Artists | Issues | CD Reviews | Interviews | Concert Reviews | DVD/Video Reviews | Book Reviews | Who We Are | Staff | Home
 

Trey Gunn

I’ll Tell What I Saw (1993 – 2010)

Review by Gary Hill

This compilation disc shows a lot of versatility. It features recordings released by various projects that featured Trey Gunn. Most of it is instrumental, but there are some vocals. The music varies quite a bit from piece to piece and it never fails to work. Since I’ve already reviewed a number of the original albums from which this music came, I’ve adapted those track reviews for use here for the sake of consistency. This would be a great introduction to the versatile talent that is Trey Gunn.

This review is available in book format (hardcover and paperback) in Music Street Journal: 2011  Volume 1 at lulu.com/strangesound.

Track by Track Review
Disc 1
Hymn – Trey Gunn

This is very gentle and pretty and has a bit of an Asian leaning to it. It works out into more rock like territory further down the road.

The Joy of Molybdenum – The Trey Gunn Band

Pinging guitar sounds start the cut, and the percussion brings in a world music texture. Crunchy guitar tones impart a strong groove to the piece for a time. It then drops to just percussion before the groove returns, this time with a strong retro texture. As the cut progresses, some of the coolest musical textures you will ever hear emerge. The composition drops back away to percussive dominance again before returning to the previous mode, this time taking on Dimeolaish over-layers.

The Fifth Spin of the Sun – Trey Gunn

Fast paced percussion leads this off and holds it for a time. When the lead chops enter this is extremely metallic. It’s a powerful piece.

Val el Diablo - Alonso Arreola
World music singing leads this off. Then it fires out into a jam that has a lot of classic Trey Gunn and King Crimson built in, but with heavy helpings of jazz and world music filing out the arrangement. It’s got a killer rubbery rhythmic structure and is both joyous and complex. It drops back mid-track to some ambient percussion dominated music with crowd sounds in another language over the top. The music gradually rises up as the crowd fades away. This is quite melodic as it builds upward, then we are treated to a jam that’s the most decidedly Crimson-like of the whole track. Those crowd noises can be heard here and there over the top.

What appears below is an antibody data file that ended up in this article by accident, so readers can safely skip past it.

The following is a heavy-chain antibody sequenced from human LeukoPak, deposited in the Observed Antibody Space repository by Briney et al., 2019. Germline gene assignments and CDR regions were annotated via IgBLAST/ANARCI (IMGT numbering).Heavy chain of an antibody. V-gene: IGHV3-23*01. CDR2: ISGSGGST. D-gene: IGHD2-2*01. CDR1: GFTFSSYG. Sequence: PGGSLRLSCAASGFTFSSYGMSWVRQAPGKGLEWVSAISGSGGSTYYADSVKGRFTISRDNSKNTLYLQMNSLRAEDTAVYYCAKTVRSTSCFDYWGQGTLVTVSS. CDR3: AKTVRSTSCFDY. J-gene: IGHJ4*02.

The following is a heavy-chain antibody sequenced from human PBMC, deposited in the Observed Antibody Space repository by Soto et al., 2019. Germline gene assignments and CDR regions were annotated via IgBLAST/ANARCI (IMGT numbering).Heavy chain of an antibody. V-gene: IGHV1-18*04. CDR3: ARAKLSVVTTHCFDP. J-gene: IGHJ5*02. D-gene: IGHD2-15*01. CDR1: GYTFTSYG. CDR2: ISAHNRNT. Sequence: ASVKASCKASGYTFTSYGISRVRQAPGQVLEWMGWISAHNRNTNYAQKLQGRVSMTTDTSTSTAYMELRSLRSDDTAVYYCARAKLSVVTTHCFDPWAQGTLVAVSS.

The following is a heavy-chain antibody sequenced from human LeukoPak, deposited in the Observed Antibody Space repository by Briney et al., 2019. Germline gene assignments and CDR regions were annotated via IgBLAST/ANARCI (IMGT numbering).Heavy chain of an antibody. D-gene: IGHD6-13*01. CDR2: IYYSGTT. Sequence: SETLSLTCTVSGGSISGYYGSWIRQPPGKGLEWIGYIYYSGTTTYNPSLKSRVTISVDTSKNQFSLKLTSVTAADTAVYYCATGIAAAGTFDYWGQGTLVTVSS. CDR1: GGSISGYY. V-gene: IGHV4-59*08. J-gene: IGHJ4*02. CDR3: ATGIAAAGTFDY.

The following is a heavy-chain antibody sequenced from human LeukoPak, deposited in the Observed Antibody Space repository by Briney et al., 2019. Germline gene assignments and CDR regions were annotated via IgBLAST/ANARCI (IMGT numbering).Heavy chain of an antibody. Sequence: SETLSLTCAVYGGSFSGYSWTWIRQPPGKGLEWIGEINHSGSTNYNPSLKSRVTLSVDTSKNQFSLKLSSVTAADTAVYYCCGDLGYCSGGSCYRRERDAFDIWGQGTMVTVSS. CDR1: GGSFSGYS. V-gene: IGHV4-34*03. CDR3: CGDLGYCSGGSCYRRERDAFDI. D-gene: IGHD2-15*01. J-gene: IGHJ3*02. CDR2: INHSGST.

Morning Dream - Sergey Klevensky
A mellower piece, this also has a lot of jazz on it. Gunn’s work seems to play over the top lending a sort of dark, heavy form of cloud cover. This is a tasty piece that’s different and very cool. Around the mid-track the cut takes on some new energy, but the jazz definitely remains at the forefront. This plays through for a while before it all drops back down again. Another frantic jazz jam later takes it in new directions. It drops to mellow and melodic for the closing section.
Real Life – Trey Gunn
This is very ambient, but there is a lot of dark dimension to it. It has a noisy nature, but the percussion and rubbery bass end of the stick really dominate. This feels a lot like something from the Trey Gunn edition of King Crimson.
Maslenitsa – The Farlanders
Mix a cool Crimsonian bottom end with world music and you’ll have a good idea where this is going. It’s got some great soloing by Gunn and lots of interesting musical features included as standard equipment on this ride. There is an awesome Crimsonian jam later in the piece. When the vocals return during this Crimson-like jam it’s one of the coolest sections of the entire two-CD set. In fact, I’d peg this is as one of the highlights of the album.
Gallina – Trey Gunn
A mellower, more acoustic driven piece, the percussion arrangement on this is quite energized and involved. This is quite a short number.
Dziban - The Trey Gunn Band